Single dispatch in Python

(written by lawrence krubner, however indented passages are often quotes). You can contact lawrence at: lawrence@krubner.com, or follow me on Twitter.

Andrew Montalenti describes the almost-multimethods that Python got in 3.4:

from functools import singledispatch

   @singledispatch
   def handle(obj):
     pass

   @handle.register(A)
   def handle_A(obj):
     pass

   @handle.register(B)
   def handle_B(obj):
     pass

   def main(obj):
     # obj could be instance of A or B
     handle(obj)

I dislike the fact that this is implemented using “@”, which is used for annotations in most of the languages that I’m aware of, but otherwise I am pleased to see something this close to multimethods (I’ve become a fan of multimethods in Clojure).

But about this:

The reason this is a nice addition is because it makes Python eminently “multi-paradigm” — you can choose object-oriented or functional styles depending on your taste and the applicability to the task at hand, instead of being forced into one programming style or the other.

Python is multi-paradigm, but its basic types are a strange mix of mutable and immutable. Strings and tuples are immutable, lists are mutable, etc. There is a cost of being multi-paradigm: you may not get the benefits of a particular paradigm. A pure functional language defaults to immutable in everything. If you have to work around mutable variables while trying to imitate the functional style, then the style is imposing extra work on you, rather than saving you work.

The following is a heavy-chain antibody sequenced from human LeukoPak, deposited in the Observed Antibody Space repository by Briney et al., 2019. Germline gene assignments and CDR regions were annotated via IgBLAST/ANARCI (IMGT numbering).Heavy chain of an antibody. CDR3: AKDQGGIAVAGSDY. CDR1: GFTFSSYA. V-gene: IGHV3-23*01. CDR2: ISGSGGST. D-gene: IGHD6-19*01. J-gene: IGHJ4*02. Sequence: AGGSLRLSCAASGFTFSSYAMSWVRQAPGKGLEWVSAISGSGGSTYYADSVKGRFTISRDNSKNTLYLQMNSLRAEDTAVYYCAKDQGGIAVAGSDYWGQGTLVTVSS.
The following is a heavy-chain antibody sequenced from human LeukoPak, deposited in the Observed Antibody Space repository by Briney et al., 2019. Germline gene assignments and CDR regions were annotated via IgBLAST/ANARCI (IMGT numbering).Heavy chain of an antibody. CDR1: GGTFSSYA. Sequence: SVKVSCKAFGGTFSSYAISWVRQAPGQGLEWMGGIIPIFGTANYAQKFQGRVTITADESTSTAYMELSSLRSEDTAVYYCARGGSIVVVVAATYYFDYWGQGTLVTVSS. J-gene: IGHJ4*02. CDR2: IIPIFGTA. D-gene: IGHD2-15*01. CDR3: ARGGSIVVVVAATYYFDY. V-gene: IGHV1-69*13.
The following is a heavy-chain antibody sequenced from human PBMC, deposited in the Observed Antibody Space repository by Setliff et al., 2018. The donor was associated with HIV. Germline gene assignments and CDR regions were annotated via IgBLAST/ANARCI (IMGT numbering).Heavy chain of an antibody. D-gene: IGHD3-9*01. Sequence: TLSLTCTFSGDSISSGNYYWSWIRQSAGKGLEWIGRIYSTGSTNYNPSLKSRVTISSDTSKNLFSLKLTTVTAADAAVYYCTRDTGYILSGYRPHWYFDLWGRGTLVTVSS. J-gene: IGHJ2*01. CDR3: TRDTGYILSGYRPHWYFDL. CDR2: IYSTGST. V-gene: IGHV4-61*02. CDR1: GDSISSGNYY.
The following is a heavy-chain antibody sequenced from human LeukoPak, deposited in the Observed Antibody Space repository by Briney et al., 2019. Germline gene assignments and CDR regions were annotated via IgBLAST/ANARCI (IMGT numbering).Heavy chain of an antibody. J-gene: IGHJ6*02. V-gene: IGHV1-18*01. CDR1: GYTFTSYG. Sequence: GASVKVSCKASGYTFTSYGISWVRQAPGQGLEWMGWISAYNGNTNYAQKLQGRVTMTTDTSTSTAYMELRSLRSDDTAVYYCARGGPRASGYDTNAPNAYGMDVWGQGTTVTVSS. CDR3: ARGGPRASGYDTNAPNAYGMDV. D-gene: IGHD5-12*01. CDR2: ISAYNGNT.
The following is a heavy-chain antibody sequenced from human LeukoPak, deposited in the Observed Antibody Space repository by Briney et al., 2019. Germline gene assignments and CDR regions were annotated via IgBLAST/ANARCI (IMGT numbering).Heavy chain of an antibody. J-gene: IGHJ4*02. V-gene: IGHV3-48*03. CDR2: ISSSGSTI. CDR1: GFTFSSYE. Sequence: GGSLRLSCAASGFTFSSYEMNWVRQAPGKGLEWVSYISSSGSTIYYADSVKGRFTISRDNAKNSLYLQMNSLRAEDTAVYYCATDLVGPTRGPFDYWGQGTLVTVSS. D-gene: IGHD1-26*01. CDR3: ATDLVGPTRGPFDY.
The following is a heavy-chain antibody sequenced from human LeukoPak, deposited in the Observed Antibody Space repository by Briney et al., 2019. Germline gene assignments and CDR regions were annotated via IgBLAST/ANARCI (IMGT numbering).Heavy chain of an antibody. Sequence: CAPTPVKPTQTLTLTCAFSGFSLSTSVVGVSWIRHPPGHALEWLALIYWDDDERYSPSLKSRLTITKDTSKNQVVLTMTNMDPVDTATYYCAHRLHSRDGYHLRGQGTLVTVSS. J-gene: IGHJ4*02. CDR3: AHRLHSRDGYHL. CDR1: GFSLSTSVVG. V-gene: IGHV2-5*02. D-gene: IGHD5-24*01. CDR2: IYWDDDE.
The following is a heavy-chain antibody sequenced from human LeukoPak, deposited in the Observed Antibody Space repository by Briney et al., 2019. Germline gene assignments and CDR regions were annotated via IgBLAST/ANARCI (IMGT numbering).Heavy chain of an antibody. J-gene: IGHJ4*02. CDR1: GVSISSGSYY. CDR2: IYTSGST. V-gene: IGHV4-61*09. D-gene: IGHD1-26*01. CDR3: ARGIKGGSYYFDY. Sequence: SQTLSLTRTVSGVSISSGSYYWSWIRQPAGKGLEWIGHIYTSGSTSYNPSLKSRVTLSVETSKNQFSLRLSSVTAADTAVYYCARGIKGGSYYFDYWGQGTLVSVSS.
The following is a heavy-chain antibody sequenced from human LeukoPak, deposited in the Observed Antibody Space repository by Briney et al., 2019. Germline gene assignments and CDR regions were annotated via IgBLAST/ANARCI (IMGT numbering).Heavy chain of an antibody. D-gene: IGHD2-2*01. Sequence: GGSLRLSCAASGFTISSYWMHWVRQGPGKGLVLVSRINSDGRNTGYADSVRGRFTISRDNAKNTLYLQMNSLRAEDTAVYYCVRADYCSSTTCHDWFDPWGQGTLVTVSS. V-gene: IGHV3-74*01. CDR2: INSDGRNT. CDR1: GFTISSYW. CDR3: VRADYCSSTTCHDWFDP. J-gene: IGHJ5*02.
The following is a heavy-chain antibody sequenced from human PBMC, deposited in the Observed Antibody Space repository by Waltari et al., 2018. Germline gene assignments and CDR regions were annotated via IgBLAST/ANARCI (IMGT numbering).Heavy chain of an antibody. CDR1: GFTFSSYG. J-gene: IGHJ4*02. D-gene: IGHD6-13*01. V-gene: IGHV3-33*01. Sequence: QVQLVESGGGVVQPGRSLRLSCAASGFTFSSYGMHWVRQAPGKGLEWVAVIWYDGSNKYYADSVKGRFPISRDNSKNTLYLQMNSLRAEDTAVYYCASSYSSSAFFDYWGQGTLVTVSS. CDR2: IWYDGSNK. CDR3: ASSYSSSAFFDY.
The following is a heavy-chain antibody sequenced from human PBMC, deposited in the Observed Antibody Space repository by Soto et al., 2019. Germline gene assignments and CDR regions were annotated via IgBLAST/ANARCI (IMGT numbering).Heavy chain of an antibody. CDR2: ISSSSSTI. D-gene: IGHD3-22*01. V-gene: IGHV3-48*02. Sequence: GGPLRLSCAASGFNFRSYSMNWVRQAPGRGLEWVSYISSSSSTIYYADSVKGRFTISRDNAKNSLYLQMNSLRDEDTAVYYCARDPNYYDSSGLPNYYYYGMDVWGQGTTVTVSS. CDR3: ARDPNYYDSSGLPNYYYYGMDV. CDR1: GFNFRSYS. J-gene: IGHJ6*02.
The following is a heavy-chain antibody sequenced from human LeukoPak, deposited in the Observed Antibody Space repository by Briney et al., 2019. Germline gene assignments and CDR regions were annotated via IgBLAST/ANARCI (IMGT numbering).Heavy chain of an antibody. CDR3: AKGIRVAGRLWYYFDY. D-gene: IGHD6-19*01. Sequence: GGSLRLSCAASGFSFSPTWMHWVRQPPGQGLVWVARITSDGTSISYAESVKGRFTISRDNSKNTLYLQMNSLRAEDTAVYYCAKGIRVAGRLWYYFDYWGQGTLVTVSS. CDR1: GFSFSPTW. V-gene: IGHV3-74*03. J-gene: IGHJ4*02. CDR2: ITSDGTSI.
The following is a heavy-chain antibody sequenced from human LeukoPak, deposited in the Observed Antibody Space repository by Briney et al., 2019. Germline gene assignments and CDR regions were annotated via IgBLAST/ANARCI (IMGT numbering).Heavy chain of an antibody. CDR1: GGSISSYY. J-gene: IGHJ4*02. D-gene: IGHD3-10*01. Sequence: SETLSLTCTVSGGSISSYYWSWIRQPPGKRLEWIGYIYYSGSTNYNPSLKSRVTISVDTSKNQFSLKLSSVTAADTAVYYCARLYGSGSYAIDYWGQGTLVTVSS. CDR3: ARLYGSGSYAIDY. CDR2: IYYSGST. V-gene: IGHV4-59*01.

Having said that, I acknowledge that you can implement anything in any language. There are people now doing functional programming in Javascript, even though Javascript is mutable in every imaginable way. Given enough meta-programming, you can create libraries that, for all practical purposes, create a new language where you can work with just 1 paradigm.

Also, when I read the official docs, I see:

Data attributes may be referenced by methods as well as by ordinary users (“clients”) of an object. In other words, classes are not usable to implement pure abstract data types. In fact, nothing in Python makes it possible to enforce data hiding — it is all based upon convention.

That must make it somewhat difficult to implement some object oriented patterns? Although Luciano Ramalho says descriptors can give us the encapsulation we might want.

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